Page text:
WASHINGTON - The worst economic catastrophe since the Great Depression prompted lawmakers earlier this year to send a direct check of up to $1,200 to millions of Americans impacted by the coronavirus pandemic, but the outlook is hazy for a second cash payment.
House Democrats unveiled a $3 trillion relief package on Tuesday that would send another round of $1,200 checks to American adults and children and expand the number of people who are eligible to receive the government aid. The payments would be capped at $6,000 per household.
“We’re talking about that with a number of different people," President Trump said earlier this week. "We’re talking about a payroll tax. I want to see various things, but we’re talking about that. We’re negotiating with the Democrats.”
But the House bill faces a steep, uphill battle: Senate Republicans have decried the bill as a "liberal wish list" and declared it stands no chance of passage.
Republicans have not yet released a relief bill, but Senate Majority Leader Mitch McConnell said Tuesday it could include enhanced medical malpractice protections for health care providers on COVID-19 cases and new legal protections for businesses, nonprofits and government agencies.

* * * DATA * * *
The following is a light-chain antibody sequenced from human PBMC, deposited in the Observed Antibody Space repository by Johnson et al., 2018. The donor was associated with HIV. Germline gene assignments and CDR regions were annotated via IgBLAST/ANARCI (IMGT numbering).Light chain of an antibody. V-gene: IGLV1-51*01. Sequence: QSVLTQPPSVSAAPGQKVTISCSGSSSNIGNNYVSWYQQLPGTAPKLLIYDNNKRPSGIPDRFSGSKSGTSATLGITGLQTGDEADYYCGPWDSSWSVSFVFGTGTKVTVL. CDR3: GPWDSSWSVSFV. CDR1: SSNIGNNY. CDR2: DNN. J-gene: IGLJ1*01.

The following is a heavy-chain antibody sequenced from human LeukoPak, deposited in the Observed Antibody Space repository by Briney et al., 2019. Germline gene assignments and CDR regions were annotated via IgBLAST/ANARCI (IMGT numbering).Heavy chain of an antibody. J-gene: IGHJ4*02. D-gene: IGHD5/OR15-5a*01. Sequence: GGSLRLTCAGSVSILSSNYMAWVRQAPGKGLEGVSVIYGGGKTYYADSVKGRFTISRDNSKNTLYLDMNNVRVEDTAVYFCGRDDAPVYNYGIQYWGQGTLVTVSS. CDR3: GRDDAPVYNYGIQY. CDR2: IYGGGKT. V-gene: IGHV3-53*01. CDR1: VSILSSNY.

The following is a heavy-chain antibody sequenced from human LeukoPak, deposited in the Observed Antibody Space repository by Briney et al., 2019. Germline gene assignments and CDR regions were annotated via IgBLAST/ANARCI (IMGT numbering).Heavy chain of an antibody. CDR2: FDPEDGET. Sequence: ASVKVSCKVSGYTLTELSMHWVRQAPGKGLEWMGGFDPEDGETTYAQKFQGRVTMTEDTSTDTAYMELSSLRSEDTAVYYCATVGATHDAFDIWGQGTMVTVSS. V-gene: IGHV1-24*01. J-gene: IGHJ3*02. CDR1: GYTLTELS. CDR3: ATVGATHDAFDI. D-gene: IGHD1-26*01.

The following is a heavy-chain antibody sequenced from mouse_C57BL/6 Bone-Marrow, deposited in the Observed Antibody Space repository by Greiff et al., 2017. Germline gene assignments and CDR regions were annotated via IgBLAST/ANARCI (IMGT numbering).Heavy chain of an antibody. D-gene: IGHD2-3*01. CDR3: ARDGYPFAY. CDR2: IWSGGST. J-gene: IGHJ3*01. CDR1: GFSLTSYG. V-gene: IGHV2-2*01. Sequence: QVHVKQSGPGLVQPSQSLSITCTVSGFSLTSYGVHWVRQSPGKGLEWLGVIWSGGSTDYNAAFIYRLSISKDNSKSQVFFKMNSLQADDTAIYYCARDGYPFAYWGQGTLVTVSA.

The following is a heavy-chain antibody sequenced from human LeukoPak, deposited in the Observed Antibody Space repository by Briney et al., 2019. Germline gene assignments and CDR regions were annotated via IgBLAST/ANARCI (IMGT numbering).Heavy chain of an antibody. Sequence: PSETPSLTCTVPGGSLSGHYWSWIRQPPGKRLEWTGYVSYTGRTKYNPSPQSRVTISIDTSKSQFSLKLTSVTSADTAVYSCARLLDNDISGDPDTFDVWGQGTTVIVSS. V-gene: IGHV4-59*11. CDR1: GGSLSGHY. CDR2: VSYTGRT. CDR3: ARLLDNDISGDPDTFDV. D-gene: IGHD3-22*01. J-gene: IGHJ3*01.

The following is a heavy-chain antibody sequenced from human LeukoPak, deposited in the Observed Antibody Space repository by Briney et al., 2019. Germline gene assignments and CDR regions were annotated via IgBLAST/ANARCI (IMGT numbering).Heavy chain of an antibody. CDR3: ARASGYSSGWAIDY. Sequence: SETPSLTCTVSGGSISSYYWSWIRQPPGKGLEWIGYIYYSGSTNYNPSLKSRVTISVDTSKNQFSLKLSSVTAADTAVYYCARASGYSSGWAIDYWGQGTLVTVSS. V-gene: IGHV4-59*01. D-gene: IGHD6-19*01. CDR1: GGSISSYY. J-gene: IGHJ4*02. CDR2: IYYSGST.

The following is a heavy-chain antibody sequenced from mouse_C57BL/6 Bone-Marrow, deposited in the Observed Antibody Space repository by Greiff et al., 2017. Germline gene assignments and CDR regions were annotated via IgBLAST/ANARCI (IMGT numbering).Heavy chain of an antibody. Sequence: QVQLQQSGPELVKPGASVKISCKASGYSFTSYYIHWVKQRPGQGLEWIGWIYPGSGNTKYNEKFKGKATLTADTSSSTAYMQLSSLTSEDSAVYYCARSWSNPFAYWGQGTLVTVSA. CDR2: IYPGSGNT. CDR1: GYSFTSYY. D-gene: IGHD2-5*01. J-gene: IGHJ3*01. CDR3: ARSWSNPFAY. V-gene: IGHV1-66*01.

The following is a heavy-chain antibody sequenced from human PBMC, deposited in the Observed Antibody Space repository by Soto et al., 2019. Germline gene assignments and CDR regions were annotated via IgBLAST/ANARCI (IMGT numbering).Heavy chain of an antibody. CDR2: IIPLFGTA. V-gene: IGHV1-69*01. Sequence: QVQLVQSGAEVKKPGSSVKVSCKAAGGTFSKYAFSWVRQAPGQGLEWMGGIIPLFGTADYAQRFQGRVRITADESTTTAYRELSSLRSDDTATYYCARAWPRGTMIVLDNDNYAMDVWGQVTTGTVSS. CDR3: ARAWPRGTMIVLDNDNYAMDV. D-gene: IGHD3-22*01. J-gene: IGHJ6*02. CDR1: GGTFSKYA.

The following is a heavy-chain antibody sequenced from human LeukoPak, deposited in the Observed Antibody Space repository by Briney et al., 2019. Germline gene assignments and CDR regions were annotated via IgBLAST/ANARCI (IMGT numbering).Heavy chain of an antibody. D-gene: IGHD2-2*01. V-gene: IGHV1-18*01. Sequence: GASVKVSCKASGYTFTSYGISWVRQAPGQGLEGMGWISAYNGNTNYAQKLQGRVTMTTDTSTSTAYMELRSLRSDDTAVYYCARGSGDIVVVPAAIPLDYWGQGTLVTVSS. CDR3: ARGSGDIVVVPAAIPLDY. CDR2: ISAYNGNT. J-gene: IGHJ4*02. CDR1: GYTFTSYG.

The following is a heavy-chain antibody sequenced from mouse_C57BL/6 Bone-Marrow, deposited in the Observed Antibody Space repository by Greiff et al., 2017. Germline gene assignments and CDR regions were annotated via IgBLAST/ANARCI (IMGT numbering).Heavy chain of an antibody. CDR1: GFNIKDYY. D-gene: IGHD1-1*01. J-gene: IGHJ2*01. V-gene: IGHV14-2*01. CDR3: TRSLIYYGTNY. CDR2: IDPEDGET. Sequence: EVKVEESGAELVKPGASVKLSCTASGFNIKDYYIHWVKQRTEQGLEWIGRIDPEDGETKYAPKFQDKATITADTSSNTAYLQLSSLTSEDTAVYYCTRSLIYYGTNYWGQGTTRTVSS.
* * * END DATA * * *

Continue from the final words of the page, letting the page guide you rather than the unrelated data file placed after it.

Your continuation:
McConnell and other Republicans have said they want to pause and allow the nearly $3 trillion in spending already approved to begin trickling through the economy before passing additional aid.
On Wednesday, Federal Reserve Chairman Jerome Powell, a Republican, issued a stark warning about the state of the U.S. economy, warning the recession could become "prolonged" if the federal government does not pass additional policy measures. He did not specify which policies should be considered.
"Additional fiscal support could be costly, but worth it if it helps avoid long-term economic damage and leaves us with a stronger recovery," Powell said. "This tradeoff is one for our elected representatives, who wield powers of taxation and spending."
So far, Congress has passed four massive stimulus packages totaling nearly $3 trillion to blunt the economic pain from the virus outbreak. That includes the $2.2 trillion CARES Act signed into law at the end of March, which sent one-time payments of up to $1,200 to Americans who earn less than $99,000.
Some Democrats have taken a different approach to stimulus measures. Sens. Kamala Harris, D-Calif., Bernie Sanders, I-Vt., and Ed Markey, D-Mass. unveiled a bill earlier this month that would give most Americans a monthly payment of $2,000 until the virus outbreak begins to fade.
Similar to a House bill proposed in mid-April, the senators called for $2,000 cash payments to every American who earns less than $120,000. it would expand to $4,000 for married couples and also provided an extra $2,000 for each child up to three.